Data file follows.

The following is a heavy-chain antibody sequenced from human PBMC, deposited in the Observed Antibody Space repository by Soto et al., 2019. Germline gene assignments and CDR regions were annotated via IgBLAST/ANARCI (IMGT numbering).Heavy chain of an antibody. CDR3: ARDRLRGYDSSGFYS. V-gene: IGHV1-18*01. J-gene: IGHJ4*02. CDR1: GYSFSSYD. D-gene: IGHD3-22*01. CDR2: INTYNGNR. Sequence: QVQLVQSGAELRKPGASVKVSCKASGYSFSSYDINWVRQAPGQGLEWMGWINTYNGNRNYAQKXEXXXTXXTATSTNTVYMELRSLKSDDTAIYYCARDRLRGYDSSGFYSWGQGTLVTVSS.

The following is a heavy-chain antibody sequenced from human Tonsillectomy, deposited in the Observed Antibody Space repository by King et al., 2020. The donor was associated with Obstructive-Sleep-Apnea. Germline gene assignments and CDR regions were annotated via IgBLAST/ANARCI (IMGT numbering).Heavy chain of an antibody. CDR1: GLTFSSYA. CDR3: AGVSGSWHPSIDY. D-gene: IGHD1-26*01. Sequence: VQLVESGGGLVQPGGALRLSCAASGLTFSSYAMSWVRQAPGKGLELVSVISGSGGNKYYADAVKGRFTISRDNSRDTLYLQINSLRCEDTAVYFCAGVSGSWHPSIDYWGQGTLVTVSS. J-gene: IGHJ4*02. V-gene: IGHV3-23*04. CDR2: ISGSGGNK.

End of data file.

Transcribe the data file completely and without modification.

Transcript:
The following is a heavy-chain antibody sequenced from human PBMC, deposited in the Observed Antibody Space repository by Soto et al., 2019. Germline gene assignments and CDR regions were annotated via IgBLAST/ANARCI (IMGT numbering).Heavy chain of an antibody. CDR3: ARDRLRGYDSSGFYS. V-gene: IGHV1-18*01. J-gene: IGHJ4*02. CDR1: GYSFSSYD. D-gene: IGHD3-22*01. CDR2: INTYNGNR. Sequence: QVQLVQSGAELRKPGASVKVSCKASGYSFSSYDINWVRQAPGQGLEWMGWINTYNGNRNYAQKXEXXXTXXTATSTNTVYMELRSLKSDDTAIYYCARDRLRGYDSSGFYSWGQGTLVTVSS.

The following is a heavy-chain antibody sequenced from human Tonsillectomy, deposited in the Observed Antibody Space repository by King et al., 2020. The donor was associated with Obstructive-Sleep-Apnea. Germline gene assignments and CDR regions were annotated via IgBLAST/ANARCI (IMGT numbering).Heavy chain of an antibody. CDR1: GLTFSSYA. CDR3: AGVSGSWHPSIDY. D-gene: IGHD1-26*01. Sequence: VQLVESGGGLVQPGGALRLSCAASGLTFSSYAMSWVRQAPGKGLELVSVISGSGGNKYYADAVKGRFTISRDNSRDTLYLQINSLRCEDTAVYFCAGVSGSWHPSIDYWGQGTLVTVSS. J-gene: IGHJ4*02. V-gene: IGHV3-23*04. CDR2: ISGSGGNK.